What should donors be thinking about when making a donation of a piece of art, during life or at death?

Art is a common non-traditional UHNW investment. As you consider how to plan for the disposition of your art, a gift to a charitable entity will often come to mind. So what should donors be thinking about when making a donation of a piece of art, during life or at death?

While you may gift your art to whomever you wish, museums are often a top choice. In addition, a gift of art to a museum may offer a tax benefit. There are three common misconceptions people often run into when donating art to museums:

  1. The amount of a donor’s charitable income tax deduction for a lifetime gift of art is always the same. In fact, it depends in part on the recipient charity’s status. Gifts to public charities have the lowest limitation on deduction for artwork, and most museums are treated as public charities.
  2. How the museum uses the gift has no impact on the amount of a donor’s charitable income tax deduction. In reality, however, if the gift of artwork is used in a way that is related to the organization’s mission, then pursuant to the “related use rule,” the income tax deduction is generally based on the fair market value of the donated artwork (rather than its cost basis). This generally means a higher income tax deduction for the donor.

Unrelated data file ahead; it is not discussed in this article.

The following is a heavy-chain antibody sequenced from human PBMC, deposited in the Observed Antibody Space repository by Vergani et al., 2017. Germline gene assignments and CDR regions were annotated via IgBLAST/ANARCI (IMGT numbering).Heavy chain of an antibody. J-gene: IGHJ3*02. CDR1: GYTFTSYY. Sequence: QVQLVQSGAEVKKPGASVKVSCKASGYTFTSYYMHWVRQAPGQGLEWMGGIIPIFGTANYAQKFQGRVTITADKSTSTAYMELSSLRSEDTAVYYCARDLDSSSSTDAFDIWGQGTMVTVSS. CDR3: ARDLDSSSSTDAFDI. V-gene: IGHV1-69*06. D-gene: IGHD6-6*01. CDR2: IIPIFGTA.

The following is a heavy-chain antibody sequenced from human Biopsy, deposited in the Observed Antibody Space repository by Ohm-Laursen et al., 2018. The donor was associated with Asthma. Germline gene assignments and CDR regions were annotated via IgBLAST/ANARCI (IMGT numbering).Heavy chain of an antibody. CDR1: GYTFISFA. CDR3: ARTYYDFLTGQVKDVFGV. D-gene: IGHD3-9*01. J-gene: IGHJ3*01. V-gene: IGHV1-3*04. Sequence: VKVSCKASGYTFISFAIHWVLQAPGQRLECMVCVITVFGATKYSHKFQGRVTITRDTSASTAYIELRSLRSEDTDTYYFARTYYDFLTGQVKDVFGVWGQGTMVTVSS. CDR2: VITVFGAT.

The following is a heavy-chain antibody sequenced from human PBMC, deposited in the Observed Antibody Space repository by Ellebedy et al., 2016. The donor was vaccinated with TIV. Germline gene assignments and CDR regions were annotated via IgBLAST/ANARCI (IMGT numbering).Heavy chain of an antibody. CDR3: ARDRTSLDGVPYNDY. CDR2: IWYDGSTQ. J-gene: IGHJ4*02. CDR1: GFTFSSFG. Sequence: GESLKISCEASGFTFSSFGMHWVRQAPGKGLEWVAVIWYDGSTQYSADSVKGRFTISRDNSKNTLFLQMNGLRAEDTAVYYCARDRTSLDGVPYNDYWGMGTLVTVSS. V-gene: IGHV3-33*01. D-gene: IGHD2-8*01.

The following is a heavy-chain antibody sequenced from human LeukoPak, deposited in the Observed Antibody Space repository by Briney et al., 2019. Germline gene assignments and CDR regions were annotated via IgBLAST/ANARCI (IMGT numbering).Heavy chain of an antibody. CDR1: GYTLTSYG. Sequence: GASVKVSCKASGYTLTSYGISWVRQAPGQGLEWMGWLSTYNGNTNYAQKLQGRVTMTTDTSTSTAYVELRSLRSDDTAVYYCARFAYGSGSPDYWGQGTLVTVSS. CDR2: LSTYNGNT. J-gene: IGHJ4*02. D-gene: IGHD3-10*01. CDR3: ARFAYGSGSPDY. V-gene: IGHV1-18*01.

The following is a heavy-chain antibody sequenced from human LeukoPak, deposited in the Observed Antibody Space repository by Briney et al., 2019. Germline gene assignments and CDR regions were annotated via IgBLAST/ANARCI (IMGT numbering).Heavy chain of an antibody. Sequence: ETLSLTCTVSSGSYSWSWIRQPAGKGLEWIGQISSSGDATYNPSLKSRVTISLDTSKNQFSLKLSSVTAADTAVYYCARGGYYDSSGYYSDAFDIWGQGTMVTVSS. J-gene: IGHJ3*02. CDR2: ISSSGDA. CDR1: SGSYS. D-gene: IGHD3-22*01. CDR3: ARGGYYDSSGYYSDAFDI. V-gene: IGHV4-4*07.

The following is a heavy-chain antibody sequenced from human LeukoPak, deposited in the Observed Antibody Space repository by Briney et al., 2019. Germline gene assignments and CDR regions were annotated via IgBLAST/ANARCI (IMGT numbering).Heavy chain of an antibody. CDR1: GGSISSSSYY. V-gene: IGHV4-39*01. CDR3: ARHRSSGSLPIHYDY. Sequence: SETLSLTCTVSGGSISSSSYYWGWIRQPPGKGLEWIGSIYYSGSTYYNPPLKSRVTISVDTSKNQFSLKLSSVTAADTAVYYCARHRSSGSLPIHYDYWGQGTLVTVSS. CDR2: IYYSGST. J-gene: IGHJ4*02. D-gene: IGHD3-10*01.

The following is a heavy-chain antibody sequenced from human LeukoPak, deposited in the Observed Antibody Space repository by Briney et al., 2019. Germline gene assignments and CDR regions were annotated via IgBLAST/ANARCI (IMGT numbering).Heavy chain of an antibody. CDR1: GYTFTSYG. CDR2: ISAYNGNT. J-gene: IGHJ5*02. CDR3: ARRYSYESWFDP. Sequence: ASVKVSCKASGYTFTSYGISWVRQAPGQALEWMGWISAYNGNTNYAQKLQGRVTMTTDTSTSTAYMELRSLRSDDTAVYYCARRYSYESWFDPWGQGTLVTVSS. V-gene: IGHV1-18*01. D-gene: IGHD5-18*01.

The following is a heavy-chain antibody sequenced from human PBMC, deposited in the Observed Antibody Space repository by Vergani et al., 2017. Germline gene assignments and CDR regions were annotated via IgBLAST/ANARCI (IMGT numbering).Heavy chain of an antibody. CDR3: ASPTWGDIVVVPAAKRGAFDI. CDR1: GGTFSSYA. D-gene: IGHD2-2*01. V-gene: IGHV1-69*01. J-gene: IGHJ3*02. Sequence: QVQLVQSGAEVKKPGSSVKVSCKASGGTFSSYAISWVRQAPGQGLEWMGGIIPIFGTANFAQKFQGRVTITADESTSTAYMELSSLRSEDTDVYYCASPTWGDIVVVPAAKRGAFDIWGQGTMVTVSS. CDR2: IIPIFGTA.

3. It is typically beneficial to keep the art in the family.  Surprisingly, in many families the right museum can be a much more effective and impactful steward of the gift, than other family members.

Here are a few tips for addressing these misconceptions.

Use an Art Advisor

Giving away art should be simple, right? Well, it’s not as easy as it may seem. Most major museums will not accept a work of art unless it fills a gap in its permanent collection or otherwise advances a current institutional goal. When the proposed gift is an entire collection, instead of an individual piece, the likelihood of rejection is even higher. To address this challenge, collectors should consult with an art advisor about the needs and goals of prospective organizations to improve their chances of acceptance. As with other asset classes, the art market is cyclical and particular artists and genres may fall in and out of favor. Art advisors can be helpful in determining the most beneficial timing of gifts.

Where to Donate to

Most people want to give art where it will be seen and appreciated; however, many mistakenly believe their donated works of art will automatically become a permanent piece in the museum of their choice. Unfortunately, due to decreased funding, limited storage space, and highly selective art acceptance committees, major museums have become increasingly scrupulous. For most people, it may be best not to focus on the largest and most famous museums as less notable organizations often have more space and additional flexibility.

Regardless, it is wise to consult an attorney or independent art professional to help negotiate and document the transaction. A written agreement provides clear terms that will be enforceable at a later date.

Getting Art Appraised